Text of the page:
Two car bomb blasts in Somalia's capital have shattered a months-long period of calm in Mogadishu, which is often the target of attacks by the al-Shabab extremist group. At least 18 people have been killed, with 20 injured. Al-Shabab has claimed responsibility for the latest attack.
, Relatives and medical staff transport a wounded civilian on a stretcher at Medina hospital, following a twin car bomb attack in the capital Mogadishu, Somalia Friday, Feb. 23, 2018. Two car bomb blasts rocked Somalia's capital Friday evening, followed by gunfire, police said, and an ambulance service said more than a dozen had been killed. (AP Photo/Farah Abdi Warsameh)
23 of February 2018 19:53:42
MOGADISHU, Somalia (AP) — Two car bomb blasts in Somalia's capital killed at least 18 people on Friday and shattered a months-long period of calm in Mogadishu, which is often the target of attacks by the al-Shabab extremist group.
The explosions came a day after Somalia's interior minister warned of an explosives-laden vehicle somewhere in the capital.
The first blast occurred near the country's intelligence headquarters, police Capt. Mohamed Hussein told The Associated Press. He said the second occurred near parliament's headquarters, where the vehicle had tried to speed through a checkpoint before security forces engaged with the gunmen suspected of trying to attack the presidential palace.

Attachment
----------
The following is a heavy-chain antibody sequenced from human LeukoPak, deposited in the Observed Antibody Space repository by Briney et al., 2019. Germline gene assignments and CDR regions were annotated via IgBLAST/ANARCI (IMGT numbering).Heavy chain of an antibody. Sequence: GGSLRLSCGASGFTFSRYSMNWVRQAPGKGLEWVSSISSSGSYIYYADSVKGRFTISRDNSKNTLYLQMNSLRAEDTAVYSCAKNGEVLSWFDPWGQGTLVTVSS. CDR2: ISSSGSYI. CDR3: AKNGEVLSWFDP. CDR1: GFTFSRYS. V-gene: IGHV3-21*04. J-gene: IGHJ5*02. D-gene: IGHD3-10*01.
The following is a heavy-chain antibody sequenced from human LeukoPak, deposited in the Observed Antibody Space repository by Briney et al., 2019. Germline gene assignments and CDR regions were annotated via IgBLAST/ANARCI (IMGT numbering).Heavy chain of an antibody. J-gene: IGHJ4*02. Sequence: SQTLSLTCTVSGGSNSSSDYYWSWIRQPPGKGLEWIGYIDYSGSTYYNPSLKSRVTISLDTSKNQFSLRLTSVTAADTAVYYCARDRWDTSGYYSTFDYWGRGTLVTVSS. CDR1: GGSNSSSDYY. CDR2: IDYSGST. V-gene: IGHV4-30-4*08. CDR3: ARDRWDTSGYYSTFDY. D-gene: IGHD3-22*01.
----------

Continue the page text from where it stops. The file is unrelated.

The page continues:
The Aamin Ambulance service ferried 18 bodies and another 20 injured people after the blasts, director Abdirahman Abdulqadir told the AP.
The Somalia-based al-Shabab claimed responsibility for the attack via its radio arm, Andalus.
Mogadishu was the target of a truck bombing in October that killed 512 people in the deadliest attack in the Horn of Africa nation's history. Only a few attacks since 9/11 have killed more people. Al-Shabab was blamed.
Concerns have been high over plans to hand over the country's security to Somalia's own forces as a 21,000-strong African Union force begins a withdrawal that is expected to be complete in 2020.
On Thursday the head of the AU force, Francisco Madeira, said ending the pullout before 2021 "could bring about a serious risk of reversals that could derail the gains already made."
Somali forces, he said, are not yet ready.